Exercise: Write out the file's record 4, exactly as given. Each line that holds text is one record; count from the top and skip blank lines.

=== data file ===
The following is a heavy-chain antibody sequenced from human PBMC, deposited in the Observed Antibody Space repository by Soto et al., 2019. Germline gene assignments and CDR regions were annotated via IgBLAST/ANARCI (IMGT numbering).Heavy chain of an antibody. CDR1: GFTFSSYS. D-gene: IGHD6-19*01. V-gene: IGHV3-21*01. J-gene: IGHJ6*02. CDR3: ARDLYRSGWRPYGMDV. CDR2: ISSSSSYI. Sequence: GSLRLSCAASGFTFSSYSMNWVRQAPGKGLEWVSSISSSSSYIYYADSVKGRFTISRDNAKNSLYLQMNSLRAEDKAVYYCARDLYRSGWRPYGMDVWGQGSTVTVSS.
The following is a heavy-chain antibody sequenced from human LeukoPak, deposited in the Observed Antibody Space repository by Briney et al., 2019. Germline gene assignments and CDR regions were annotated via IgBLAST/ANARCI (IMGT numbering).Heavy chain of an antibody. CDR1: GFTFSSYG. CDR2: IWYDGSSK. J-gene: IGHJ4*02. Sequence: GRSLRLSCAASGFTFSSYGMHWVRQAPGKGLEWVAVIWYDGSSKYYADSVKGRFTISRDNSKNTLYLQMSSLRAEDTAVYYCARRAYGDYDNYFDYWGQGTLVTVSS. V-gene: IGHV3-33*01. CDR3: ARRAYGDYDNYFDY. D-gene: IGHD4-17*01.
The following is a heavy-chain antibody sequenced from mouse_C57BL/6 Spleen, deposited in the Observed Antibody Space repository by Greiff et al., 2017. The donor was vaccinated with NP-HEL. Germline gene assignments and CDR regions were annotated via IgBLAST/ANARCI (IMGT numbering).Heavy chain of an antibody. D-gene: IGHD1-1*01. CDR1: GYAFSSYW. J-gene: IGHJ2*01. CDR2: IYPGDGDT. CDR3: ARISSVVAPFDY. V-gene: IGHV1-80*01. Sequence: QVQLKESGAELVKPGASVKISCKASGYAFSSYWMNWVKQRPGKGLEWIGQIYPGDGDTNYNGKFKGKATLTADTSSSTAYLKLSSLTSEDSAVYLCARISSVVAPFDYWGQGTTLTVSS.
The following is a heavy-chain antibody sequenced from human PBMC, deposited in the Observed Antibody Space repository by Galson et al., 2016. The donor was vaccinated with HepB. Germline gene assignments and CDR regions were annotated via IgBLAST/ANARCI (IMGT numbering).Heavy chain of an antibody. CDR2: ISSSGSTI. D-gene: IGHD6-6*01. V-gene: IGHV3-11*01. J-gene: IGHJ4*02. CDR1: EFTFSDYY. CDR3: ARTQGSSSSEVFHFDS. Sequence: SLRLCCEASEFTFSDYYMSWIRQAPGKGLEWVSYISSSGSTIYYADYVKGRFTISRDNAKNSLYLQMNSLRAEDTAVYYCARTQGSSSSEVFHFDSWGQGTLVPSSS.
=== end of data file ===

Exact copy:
The following is a heavy-chain antibody sequenced from human PBMC, deposited in the Observed Antibody Space repository by Galson et al., 2016. The donor was vaccinated with HepB. Germline gene assignments and CDR regions were annotated via IgBLAST/ANARCI (IMGT numbering).Heavy chain of an antibody. CDR2: ISSSGSTI. D-gene: IGHD6-6*01. V-gene: IGHV3-11*01. J-gene: IGHJ4*02. CDR1: EFTFSDYY. CDR3: ARTQGSSSSEVFHFDS. Sequence: SLRLCCEASEFTFSDYYMSWIRQAPGKGLEWVSYISSSGSTIYYADYVKGRFTISRDNAKNSLYLQMNSLRAEDTAVYYCARTQGSSSSEVFHFDSWGQGTLVPSSS.